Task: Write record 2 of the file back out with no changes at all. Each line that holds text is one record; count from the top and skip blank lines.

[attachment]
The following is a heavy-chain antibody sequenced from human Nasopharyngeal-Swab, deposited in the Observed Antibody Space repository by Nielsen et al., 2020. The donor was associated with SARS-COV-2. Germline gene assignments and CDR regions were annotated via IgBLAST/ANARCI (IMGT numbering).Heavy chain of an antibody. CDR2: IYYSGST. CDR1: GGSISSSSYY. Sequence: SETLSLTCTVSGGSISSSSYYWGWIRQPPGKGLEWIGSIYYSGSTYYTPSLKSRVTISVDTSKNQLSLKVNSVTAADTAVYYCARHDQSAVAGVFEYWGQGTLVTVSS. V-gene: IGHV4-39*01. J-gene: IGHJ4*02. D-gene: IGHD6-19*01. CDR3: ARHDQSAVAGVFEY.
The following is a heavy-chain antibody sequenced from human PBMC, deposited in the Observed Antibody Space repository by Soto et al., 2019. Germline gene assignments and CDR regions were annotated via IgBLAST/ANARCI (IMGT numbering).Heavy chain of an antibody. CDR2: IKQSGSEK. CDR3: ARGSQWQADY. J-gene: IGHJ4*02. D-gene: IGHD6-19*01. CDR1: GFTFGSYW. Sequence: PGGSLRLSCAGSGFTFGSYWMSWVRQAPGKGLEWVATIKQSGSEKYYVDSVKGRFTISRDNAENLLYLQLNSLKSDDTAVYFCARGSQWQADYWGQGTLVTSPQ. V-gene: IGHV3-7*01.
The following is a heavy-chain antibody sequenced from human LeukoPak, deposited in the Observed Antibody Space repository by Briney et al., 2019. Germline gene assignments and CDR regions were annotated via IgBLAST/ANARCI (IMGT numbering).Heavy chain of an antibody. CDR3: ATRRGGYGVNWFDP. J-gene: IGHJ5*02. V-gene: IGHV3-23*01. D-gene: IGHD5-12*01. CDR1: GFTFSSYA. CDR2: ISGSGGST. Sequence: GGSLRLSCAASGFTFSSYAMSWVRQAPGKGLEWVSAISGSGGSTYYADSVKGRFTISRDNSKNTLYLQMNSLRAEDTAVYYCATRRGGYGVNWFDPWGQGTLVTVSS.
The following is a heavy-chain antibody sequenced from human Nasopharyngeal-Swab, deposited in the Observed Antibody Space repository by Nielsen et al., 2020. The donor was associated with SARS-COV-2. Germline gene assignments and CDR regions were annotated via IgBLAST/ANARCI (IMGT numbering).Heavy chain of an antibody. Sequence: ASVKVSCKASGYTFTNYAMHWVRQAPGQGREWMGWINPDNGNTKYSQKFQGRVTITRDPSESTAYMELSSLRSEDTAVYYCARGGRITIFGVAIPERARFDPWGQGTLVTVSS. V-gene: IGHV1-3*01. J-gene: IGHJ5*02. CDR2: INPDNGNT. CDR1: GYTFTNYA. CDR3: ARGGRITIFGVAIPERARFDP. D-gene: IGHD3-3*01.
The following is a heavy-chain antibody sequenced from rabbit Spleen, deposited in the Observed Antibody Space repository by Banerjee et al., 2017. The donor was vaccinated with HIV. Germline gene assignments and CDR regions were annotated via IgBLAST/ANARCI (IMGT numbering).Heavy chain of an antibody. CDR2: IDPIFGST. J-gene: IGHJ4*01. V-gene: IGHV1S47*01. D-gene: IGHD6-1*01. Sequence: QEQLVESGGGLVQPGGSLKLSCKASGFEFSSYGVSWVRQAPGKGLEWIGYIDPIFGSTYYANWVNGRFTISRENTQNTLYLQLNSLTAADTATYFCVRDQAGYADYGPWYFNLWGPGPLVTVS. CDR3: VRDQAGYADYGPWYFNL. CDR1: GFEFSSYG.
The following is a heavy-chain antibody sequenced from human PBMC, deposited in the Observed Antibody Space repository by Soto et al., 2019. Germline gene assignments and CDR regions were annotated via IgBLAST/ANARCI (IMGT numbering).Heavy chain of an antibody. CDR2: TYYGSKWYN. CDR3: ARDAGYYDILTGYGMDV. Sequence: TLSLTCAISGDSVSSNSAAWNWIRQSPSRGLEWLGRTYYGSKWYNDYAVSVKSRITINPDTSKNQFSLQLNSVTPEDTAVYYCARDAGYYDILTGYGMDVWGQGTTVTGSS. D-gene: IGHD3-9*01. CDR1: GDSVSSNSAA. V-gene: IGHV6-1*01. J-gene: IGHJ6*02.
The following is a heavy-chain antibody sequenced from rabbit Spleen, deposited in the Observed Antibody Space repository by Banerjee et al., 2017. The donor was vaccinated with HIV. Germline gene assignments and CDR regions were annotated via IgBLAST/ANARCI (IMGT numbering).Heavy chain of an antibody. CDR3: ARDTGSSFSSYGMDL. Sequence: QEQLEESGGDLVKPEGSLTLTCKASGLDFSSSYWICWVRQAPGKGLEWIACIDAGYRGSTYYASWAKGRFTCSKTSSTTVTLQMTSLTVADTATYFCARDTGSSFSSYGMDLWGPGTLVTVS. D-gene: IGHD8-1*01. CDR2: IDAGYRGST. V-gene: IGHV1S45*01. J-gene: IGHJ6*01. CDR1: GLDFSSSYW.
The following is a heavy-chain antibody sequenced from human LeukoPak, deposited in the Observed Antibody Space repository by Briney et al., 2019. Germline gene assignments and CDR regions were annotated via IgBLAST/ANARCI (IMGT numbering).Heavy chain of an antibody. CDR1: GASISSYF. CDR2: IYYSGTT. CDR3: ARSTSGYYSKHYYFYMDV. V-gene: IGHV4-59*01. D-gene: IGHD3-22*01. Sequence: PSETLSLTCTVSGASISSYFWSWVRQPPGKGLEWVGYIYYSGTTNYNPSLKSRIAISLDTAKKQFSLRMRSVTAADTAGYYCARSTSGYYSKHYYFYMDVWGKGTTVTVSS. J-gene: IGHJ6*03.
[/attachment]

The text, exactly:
The following is a heavy-chain antibody sequenced from human PBMC, deposited in the Observed Antibody Space repository by Soto et al., 2019. Germline gene assignments and CDR regions were annotated via IgBLAST/ANARCI (IMGT numbering).Heavy chain of an antibody. CDR2: IKQSGSEK. CDR3: ARGSQWQADY. J-gene: IGHJ4*02. D-gene: IGHD6-19*01. CDR1: GFTFGSYW. Sequence: PGGSLRLSCAGSGFTFGSYWMSWVRQAPGKGLEWVATIKQSGSEKYYVDSVKGRFTISRDNAENLLYLQLNSLKSDDTAVYFCARGSQWQADYWGQGTLVTSPQ. V-gene: IGHV3-7*01.